LOOMIS v. EXELON CORP. (September 6, 2011)
Exelon Corp. maintains a defined-contribution pension plan for its employees. It offers its participants 24 no-load mutual funds among its 32 different options. The expense ratios of the 24 funds range from 0.03% to 0.96%, depending on how actively the fund is managed. The expenses are deducted from the fund assets and therefore, in effect, paid for by the participants. Some participants brought suit against the Plan under ERISA, alleging that the Plan violated its fiduciary duties by 1) offering only funds that are available to the general public, and 2) requiring the Plan's participants to pay for the funds’ expenses. Judge Darrah (N.D. Ill.) concluded that the claim was controlled by Hecker and dismissed it. The court also awarded $42,000 in costs. Plaintiffs appeal.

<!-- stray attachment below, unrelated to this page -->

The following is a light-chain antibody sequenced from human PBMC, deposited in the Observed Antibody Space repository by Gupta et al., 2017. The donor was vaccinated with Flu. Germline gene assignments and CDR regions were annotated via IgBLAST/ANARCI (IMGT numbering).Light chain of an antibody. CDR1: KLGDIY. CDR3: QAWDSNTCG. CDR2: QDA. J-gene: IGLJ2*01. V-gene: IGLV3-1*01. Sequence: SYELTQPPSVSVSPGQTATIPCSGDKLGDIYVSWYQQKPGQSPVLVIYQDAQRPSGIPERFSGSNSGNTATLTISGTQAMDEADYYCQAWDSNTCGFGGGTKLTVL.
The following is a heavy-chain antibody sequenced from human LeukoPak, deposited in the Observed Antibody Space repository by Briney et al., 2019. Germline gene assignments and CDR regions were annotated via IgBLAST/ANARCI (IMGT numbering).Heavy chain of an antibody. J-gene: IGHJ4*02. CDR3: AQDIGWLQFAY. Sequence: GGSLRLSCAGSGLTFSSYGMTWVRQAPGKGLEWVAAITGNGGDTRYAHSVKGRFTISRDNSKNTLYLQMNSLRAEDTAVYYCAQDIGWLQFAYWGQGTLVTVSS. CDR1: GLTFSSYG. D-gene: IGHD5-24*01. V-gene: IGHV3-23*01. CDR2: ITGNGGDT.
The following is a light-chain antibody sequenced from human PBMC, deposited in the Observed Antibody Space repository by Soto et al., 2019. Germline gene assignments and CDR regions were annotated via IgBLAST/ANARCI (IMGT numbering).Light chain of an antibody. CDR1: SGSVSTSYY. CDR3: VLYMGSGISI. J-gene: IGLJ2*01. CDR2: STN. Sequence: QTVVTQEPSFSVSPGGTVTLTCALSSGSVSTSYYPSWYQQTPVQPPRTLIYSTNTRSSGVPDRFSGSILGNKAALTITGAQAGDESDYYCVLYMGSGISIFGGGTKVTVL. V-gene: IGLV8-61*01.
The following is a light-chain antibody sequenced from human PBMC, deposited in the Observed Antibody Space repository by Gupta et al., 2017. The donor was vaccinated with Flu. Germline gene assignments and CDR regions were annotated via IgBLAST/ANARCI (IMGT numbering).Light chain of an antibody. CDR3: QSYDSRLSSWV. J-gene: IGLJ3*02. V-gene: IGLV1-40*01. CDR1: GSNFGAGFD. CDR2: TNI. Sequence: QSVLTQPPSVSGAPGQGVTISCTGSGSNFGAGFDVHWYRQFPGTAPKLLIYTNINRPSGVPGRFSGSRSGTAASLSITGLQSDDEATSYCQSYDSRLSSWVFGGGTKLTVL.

In their opinion, Seventh Circuit Chief Judge Easterbrook and Judges Posner and Tinder affirmed. The Court stated that it had resolved the first of the plaintiffs' complaints in Hecker, where the Court held that a plan's menu of 25 mutual funds that were available to the public with expense ratios ranging from 0.07% to 1.00% was acceptable as a matter of law. The Court expressed no interest in overruling Hecker. The plaintiffs' second claim, that the Plan should cover the expenses of the funds, was not presented in Hecker. But if fails also. Although Exelon could have set up its Plan in that way, it was not required to. An employer can act in its own interest when it designs a plan and decides how much to contribute. The Court turned to the costs award. Rule 54(d), on which the district court relied in awarding costs, creates a presumption in favor of the prevailing party unless a statute or rule provides otherwise. ERISA, on the other hand, provides that a court in its discretion may allow costs to either party. Plaintiffs contend that ERISA is therefore a statute that provides otherwise and thus supersedes Rule 54 (D.). They further contend that ERISA requires a finding of bad faith or harassment to award costs. The Court conceded that it had never addressed the question head-on and that it's treatment of the question has not been consistent. It concluded that it did not need to resolve the question, because it disagreed with plaintiffs' premise that ERISA required a finding of bad faith in order to award costs. Both the rule and ERISA give the district court discretion to award costs -- that is what the district court did.